In this animated adaptation of several stories by Haruki Murakami, a lost cat, a giant talking frog, and a tsunami help a bank employee, his frustrated wife, and an anxious accountant find meaning in their lives — and possibly save Tokyo from catastrophe.


Contemporary World Cinema

Blind Willow, Sleeping Woman

Pierre Földes

The work of Japanese author Haruki Murakami is a wellspring of thoughtful, deeply human cinema, from Tony Takitani and Norwegian Wood, to more recent films like Lee Chang-dong’s Burning and Ryusuke Hamaguchi’s Drive My Car. Now, composer and filmmaker Pierre Földes uses animation to bring out the gentle absurdity that hides within Murakami’s fiction. Using a hybrid animation approach that incorporates live-action references, 3D modelling, and traditional layouts, Földes adapts a number of short stories into a single interconnected narrative, following a handful of characters in Tokyo just days after the earthquake and tsunami of 2011. As the hunt for survivors plays out in the background on their televisions, these characters deal with life-changing concerns of their own.

Komura (voiced by Ryan Bommarito) is adrift after his wife Kyoko (Shoshana Wilder) announces she’s leaving him — not because she doesn’t love him, but because living with him is “like living with a cloud.” Appropriately enough, this sets Komura adrift, and he takes a few days off to get his head together and look for their missing cat.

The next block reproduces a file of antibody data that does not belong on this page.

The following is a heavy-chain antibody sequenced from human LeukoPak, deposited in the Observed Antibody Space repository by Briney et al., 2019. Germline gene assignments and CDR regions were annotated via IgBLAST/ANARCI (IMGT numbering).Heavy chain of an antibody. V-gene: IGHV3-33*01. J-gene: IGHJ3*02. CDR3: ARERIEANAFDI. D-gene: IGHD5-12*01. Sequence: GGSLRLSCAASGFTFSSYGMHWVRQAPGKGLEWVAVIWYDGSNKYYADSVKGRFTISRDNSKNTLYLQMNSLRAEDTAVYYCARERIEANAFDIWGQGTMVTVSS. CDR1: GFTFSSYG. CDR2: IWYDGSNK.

Kyoko embarks on her own odyssey of self-discovery, which leads her to reflect on the time an enigmatic man offered to grant her one wish on her 20th birthday. Meanwhile, anxious accountant Mr. Katagiri (Marcelo Arroyo) comes home from work to discover a human-sized frog sitting at his dinner table with a proposition: to help him fight a giant worm and save Tokyo from another, even more destructive earthquake.

Földes weaves these stories into a gentle magical-realist fable in which anything can happen, though very little does. And from its small, specific perspective, Blind Willow, Sleeping Woman does what Murakami’s best fiction does: it lets us drift alongside people experiencing profound change and has us hoping they make it out the other side.



Fri Sep 09

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